Rachel Sagner Buurma and Laura Heffernan. The Teaching Archive: A New History for Literary Study. Chicago: University of Chicago Press, 2021. 320 pp.
Review by Frances Ferguson
7 July 2021
Rachel Sagner Buurma and Laura Heffernan present The Teaching Archive as a commentary on the teaching materials of nine different figures: Caroline Spurgeon, T. S. Eliot, I. A. Richards, J. Saunders Redding, Cleanth Brooks and Edmund Wilson, Josephine Miles, and Simon J. Ortiz. Yet the book is more than a teacher’s guide or a collection of scattered observations about what has worked in a classroom. It is a history of literary study pitched against the accounts of literary professionalism that have given us the sense that we should guide our thinking about literature by doctrinal statements.
Buurma and Heffernan’s distinctive contribution is to claim full value for the teaching materials they analyze. Even as they call up an image of what they call “the true, impossible teaching archive—all the syllabuses, handouts, reading lists, lecture notes, student papers, and exams ever made,” they do so only to point to an important fact about the teaching of literature: more close-readings have been done in classrooms than have ever appeared in print (p. 2). Their quantitative perspective––loose though it may be in the absence of the “true, impossible teaching archive” of all teaching materials––brings into sharp relief “the grand scale” of the teaching of English literature, “counted not just in hours and weeks, but in numbers of people, stacks of paper, and intensity of attention” (p. 2).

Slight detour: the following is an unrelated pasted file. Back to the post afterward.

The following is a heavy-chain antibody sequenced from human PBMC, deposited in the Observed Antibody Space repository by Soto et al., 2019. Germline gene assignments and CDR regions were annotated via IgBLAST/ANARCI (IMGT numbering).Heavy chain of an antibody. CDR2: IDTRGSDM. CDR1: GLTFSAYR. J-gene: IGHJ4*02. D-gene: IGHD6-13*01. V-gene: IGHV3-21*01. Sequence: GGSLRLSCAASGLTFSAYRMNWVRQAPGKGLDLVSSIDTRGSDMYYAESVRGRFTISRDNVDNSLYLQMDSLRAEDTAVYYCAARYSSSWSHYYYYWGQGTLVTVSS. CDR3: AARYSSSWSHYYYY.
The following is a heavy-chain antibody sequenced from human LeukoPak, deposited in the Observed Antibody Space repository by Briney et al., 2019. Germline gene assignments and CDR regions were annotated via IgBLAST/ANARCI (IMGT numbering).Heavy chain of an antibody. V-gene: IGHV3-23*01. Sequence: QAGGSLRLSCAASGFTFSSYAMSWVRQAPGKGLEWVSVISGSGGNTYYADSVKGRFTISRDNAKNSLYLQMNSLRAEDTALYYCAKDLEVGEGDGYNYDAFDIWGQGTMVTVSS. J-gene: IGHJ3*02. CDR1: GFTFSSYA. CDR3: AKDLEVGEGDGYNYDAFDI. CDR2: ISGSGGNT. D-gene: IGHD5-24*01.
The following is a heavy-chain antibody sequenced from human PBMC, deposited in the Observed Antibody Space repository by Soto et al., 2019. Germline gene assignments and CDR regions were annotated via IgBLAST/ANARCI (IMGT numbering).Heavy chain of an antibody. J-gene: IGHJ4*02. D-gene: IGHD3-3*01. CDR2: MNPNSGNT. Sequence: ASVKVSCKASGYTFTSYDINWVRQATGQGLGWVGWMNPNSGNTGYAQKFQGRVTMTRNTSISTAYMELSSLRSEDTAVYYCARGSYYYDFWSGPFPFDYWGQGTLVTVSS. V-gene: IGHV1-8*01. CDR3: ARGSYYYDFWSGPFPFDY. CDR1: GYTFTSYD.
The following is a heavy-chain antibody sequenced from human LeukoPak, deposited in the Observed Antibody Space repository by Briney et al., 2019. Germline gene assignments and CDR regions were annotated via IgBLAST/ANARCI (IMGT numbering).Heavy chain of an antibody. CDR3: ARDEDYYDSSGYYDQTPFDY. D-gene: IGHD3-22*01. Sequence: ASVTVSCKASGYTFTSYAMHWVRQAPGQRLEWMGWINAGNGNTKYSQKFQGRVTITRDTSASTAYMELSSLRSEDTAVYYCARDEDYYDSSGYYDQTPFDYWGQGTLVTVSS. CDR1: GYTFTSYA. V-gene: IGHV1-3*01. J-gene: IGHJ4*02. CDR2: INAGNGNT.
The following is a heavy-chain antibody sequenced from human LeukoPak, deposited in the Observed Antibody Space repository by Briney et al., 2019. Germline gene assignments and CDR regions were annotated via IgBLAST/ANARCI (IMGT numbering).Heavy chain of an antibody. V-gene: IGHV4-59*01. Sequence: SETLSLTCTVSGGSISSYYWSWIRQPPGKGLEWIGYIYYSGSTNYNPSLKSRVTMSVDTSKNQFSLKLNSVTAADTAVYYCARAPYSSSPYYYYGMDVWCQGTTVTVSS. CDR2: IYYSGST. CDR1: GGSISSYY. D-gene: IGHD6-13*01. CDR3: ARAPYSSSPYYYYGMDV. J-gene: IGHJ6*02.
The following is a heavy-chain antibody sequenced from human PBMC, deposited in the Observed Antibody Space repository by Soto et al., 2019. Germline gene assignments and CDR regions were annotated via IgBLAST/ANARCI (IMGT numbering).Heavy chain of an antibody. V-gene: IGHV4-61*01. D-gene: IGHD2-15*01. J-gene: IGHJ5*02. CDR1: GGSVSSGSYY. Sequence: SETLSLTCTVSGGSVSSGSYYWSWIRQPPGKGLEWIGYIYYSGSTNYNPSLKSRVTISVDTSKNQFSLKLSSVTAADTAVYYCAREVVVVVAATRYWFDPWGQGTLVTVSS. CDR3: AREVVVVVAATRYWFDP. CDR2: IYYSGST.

In emphasizing the sheer scale of the enterprise of teaching literature, Buurma and Heffernan argue that their various case studies offer a “much larger and more interesting record than the famous monographs and seminal articles that usually represent the history of literary study” (p. 2). This interesting record, they maintain, offers a corrective to the notion that literary methods have always “trickled down” from elite universities to nonelites. We should, they propose, stop writing histories of literary study that project back from anthologies of criticism and instead focus on the classroom as the place where most of our work and our thinking is done.